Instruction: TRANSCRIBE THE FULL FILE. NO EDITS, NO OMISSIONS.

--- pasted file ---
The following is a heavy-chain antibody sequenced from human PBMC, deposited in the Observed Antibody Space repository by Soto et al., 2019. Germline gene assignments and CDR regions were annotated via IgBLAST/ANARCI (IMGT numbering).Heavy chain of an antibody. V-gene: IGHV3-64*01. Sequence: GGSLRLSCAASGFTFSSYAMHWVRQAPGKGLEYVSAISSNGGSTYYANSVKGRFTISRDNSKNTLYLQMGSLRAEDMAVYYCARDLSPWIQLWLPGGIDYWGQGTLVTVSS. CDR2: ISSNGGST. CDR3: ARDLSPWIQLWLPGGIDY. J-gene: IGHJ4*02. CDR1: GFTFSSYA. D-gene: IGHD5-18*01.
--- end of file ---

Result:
The following is a heavy-chain antibody sequenced from human PBMC, deposited in the Observed Antibody Space repository by Soto et al., 2019. Germline gene assignments and CDR regions were annotated via IgBLAST/ANARCI (IMGT numbering).Heavy chain of an antibody. V-gene: IGHV3-64*01. Sequence: GGSLRLSCAASGFTFSSYAMHWVRQAPGKGLEYVSAISSNGGSTYYANSVKGRFTISRDNSKNTLYLQMGSLRAEDMAVYYCARDLSPWIQLWLPGGIDYWGQGTLVTVSS. CDR2: ISSNGGST. CDR3: ARDLSPWIQLWLPGGIDY. J-gene: IGHJ4*02. CDR1: GFTFSSYA. D-gene: IGHD5-18*01.